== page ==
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Multi-GPU Setups: The Basics Of CrossFire And SLI

The Difference Between PCIe x8 And x16

A motherboard doesn't always come with two fully-featured PCI Express x16 slots. Available PCI Express lanes are often distributed across two slots, meaning that the second PCIe port may only run eight lanes electrically. This also means that the speed of one physical x16 PCIe port decreases when you use expand out to a second slot. If you're running a P55-based platform, like our test system, this applies to you.

But don't worry yet. Our tests show that even with the fast Radeon HD 5870 and Radeon HD 5850 cards, the performance impact when switching from PCI Express x16 to x8 is only a few frames per second (remember to check out next week's coverage for more in-depth exploration of PCI Express scaling). Additionally, both cards are throttled at x8, even if you combine a x16 and a x8 slot. According to the GPU-Z tool, the CrossFire configuration is completely synchronized.

With Nvidia, you have a bit more flexibility in slot selection. Even the fastest graphics cards are recognized as an SLI configuration, even if you don't use the SLI bridge connector and instead let the PCIe interface handle all data transfers. However, this comes at the expense of some performance. Ideally, you should always use a bridge connector to link the two cards together. Interestingly, GPU-Z shows that when you combine Nvidia cards in x16 and x8 slots, each card in the SLI configuration still runs at the speed of its respective slot.

With a bridge connector, the difference in speed is within the measuring tolerance. Without a bridge connector, though, you can clearly see that the cards use different interface speeds, and you witness a performance hit of up to 13% in SLI mode.

  • ramcrazy360
    It's great to know there's so little difference between 8x and 16x preformance even with a 5850! I was worried about having a bandwidth issue with two 5770s, but it seems that won't be a problem.
    Reply
  • Maziar
    Great review,however i wish you tested on resolutions like 2560x1600 and higher,because i think the main difference between 8x and 16x is in resolutions like that.
    Reply
  • wildeast
    same as ramcrazy,
    i was going to get an i5 but that means a p55 mobo (x8+x8) not x58 (x16+x16), so i thought i should be getting x58 and i7 rig which is beyond my savings, thnx tom's am getting i5 + p55 now :)
    Reply
  • Tamz_msc
    Very nice article.It cleared a lot of confusion in my case.I would have liked to see scaling with increase in the number of CPU cores.
    Reply
  • ruffopurititiwang
    Great article! Now we know what the deal is regarding multi-gpu and PCI-E lane speeds with mainstream setups.

    Now how about showing some love for top of the line setups? Can you apply the same tests to GTX 480/ATI 5870 Multi-gpu configuration + X58 mobo & 980X proc?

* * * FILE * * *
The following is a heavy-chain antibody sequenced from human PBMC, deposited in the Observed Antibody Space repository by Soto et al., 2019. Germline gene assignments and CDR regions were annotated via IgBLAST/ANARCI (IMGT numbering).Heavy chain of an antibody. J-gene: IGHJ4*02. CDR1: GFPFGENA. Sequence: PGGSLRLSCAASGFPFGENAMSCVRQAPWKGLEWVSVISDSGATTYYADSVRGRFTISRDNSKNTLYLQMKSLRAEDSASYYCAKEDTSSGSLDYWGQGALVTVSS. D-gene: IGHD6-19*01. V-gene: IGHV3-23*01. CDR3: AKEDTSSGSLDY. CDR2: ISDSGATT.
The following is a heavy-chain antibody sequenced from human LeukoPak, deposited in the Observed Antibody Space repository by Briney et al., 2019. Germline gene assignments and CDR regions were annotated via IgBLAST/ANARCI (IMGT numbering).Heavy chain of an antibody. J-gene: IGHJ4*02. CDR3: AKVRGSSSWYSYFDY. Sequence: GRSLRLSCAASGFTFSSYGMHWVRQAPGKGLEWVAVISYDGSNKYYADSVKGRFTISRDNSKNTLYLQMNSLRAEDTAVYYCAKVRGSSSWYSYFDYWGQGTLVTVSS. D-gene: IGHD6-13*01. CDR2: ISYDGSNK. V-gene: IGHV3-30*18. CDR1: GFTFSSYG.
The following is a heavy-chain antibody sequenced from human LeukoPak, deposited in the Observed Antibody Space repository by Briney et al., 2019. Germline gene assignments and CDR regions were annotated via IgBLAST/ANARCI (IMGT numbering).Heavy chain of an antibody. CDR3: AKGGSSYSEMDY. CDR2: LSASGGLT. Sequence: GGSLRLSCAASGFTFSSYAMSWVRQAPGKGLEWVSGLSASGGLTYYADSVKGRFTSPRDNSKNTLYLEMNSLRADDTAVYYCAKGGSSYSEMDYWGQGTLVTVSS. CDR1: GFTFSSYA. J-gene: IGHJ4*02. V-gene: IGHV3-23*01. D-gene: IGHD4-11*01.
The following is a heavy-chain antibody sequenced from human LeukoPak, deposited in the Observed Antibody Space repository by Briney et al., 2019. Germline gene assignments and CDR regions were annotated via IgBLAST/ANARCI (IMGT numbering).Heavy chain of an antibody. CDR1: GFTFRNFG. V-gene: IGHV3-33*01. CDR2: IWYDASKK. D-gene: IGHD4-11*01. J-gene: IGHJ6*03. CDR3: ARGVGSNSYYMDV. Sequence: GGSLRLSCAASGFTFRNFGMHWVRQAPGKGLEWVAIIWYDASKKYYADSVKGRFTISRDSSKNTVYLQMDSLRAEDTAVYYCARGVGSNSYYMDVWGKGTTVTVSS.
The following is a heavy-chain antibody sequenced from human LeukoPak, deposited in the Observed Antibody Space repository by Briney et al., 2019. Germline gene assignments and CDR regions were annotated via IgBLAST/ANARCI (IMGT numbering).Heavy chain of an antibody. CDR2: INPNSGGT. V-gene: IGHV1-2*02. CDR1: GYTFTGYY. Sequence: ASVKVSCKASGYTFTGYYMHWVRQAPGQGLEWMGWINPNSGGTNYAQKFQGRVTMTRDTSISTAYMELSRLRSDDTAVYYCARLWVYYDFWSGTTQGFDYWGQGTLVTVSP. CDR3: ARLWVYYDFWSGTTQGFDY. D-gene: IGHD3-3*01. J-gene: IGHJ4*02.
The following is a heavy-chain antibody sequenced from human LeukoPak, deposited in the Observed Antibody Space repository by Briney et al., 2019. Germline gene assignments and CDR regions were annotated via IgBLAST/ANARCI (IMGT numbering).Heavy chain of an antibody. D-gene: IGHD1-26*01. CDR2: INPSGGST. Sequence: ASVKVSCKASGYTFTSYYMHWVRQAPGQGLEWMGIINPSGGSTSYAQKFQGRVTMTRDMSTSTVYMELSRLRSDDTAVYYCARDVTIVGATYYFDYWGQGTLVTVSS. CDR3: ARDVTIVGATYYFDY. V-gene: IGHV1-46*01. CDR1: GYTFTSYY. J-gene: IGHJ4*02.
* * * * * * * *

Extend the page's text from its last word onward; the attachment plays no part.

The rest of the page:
Reply
  • rohitbaran
    On page 7, performance of Radeons in Alien vs Predator is not arranged properly with CPU speed.
    Reply
  • lothdk
    rohitbaranOn page 7, performance of Radeons in Alien vs Predator is not arranged properly with CPU speed.
    All the tests are arranged by GPU performance not by CPU speed.
    Reply
  • TheStealthyOne
    I'll definitely be using this article as a reference for a dual 5850 machine I'm building :)
    Reply
  • one-shot
    Avatar? I didn't know people played that game.
    Reply
  • hixbot
    In every single TOMS article showing benches on CPU scaling, you use High resolutions with FULL AA and aniso! WHY?!

    I know thats how many would play the game, and it shows the performance that one would expect with different CPUs. It shows that we don't need to overclock or buy expensive CPUs, when the load (bottleneck) is on the GPU.
    BUT if you would also show the CPU scaling in low resolutions and no AA/aniso, we could see how the CPUs might stack up. This is valuable for knowing how the CPUs perform in the future, when one might have upgraded the GPUs, and the bottleneck dissapears.

    Yeah, yeah, this is not a CPU article... i know but still.. it shows CPU scaling, and every time I see CPU scaling demonstrated on toms, it's shown with a bottleneck on the GPU.

    Humour us next time and include a bench or two with no GPU bottlneck (low res, eye candy). Just becaause that's not how we'd play the game, and just because the FPS would be insanely high, doesn't mean the numbers wouldn't be valuable. I complain about this in every article that includes CPU scaling.
    It doesn't erk me that much here because this article isn't focused on CPUs. but for the love god, the next CPU article you do, when you test gaming, throw a bench or two in there with very low settings.
    Reply